For pregnancies that are 10 weeks along or less, those considering abortion may consider a type of abortion known as and referred to as a Medical Abortion or Chemical Abortion or Self-Induced Abortion all using what is known as the abortion pill.
The abortion pill, which is actually a series of pills, is a two-step process, usually completed at home. A woman takes two different chemical compounds over the course of 2 days. The first compound is Mifeprex (Mifepristone), a synthetic anti-progesterone steroid. It essentially blocks the body from properly absorbing progesterone, a hormone necessary to maintain the proper environment for a pregnancy.
According to the American Association of Pro-Life Obstetricians and Gynecologists (AAPLOG):
Mifeprex by itself is only effective at accomplishing embryo demise about 75% of the time. So, roughly one out of four women who take Mifeprex alone will have an unborn child in utero who continues to live.
The second compound, misoprostol is taken approximately 2 days after mifepristone, and causes the uterus to contract and expel its contents, terminating the pregnancy. This step is non-reversible and completes the abortion in the following 24-48 hours after it is taken.
However, if a woman starts the process of the abortion pill procedure, there may be a way to reverse the impact started by the 1st pill. Despite some efforts to remove the credibility of this process it has been substantiated by reputable medical research. So how does it work?
Abortion Pill Reversal Protocol
Before taking the second drug, a woman might change her mind about continuing the chemical abortion. She can call the the Abortion Pill Reversal Network # to get assistance. The Abortion Pill Reversal protocol is started within 72 hours after taking the first abortion drug, mifepristone, and before the second drug, misoprostol, is taken. The medical provider will prescribe bioidentical progesterone to outnumber and outcompete the mifepristone in order to reverse the effects of the mifepristone. An ultrasound is performed as soon as possible to confirm heart rate, placement, and dating of the pregnancy. The progesterone treatment will usually continue through the first trimester of pregnancy in an attempt to reverse the effects of the mifepristone.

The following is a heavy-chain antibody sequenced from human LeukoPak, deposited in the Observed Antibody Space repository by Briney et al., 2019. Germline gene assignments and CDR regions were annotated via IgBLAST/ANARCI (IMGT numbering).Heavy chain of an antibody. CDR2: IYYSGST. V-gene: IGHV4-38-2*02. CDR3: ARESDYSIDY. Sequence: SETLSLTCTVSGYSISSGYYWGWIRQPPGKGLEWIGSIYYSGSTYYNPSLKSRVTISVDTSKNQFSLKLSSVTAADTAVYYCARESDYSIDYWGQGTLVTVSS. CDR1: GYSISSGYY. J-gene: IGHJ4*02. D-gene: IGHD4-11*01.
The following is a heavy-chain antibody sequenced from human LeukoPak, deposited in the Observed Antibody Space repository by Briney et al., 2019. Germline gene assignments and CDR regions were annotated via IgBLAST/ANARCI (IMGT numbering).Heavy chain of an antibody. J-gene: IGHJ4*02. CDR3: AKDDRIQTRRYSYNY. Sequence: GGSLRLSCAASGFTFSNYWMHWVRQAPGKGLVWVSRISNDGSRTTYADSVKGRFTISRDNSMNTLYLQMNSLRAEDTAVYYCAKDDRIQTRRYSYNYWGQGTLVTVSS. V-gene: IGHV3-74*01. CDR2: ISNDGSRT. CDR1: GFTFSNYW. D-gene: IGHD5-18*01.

Progesterone Use in Pregnancy
Bioidentical progesterone has been used to support healthy pregnancies since the 1950s, receiving FDA approval in 1998. Today, progesterone treatment is commonly used to reduce the risk of premature birth and recurring miscarriage. In addition, progesterone supplementation is an expected part of the management of IVF pregnancies after embryo transfer and has an extensive safety record.
In early pregnancy, a woman’s body produces extra progesterone to allow the mother’s womb to be able to nourish the baby as well as to prevent uterine contractions which lead to miscarriage. In later pregnancy, progesterone also prepares a woman’s breasts to produce milk for her soon-to-be newborn. It also makes her lungs capable of delivering more oxygen to her unborn baby. In short, progesterone is vital to pregnancy.
Two studies published in 2020 in the American Journal of Obstetrics and Gynecology determined that progesterone is a potential treatment for women whose previous miscarriage or bleeding was the result of low progesterone.
The first study, which looked at more than 800 women in 45 hospitals in the United Kingdom and the Netherlands, found progesterone treatment led to a 3% greater live birth rate among those treated than those who were not. This study is known as the PROMISE study. The second study, known as the PRISM study, followed over 4,000 women and produced similar results. Both trials reported that improvement was higher among those who had more miscarriages. The PRISM study even showed a 15% benefit among women with three or more miscarriages and current pregnancy bleeding.
It may not be too late. Make an empowered decision for you & your pregnancy. Call Birthright St. Charles or the Abortion Pill Rescue Network (24/7 Helpline 1-877-558-0333) to learn more BEFORE you make a final decision. Your health and safety matters.
Above information taken from:
Abortion Pill Rescue Network
An APRN hotline nurse explains the reversal process to clients seeking reversal, answers questions, provides education, completes intake forms with clients, obtains client consent, and connects clients with nearby APR health care providers who can assist them in starting the reversal.
Abortion Pill Rescue Network Get Help Now: 1-877-558-0333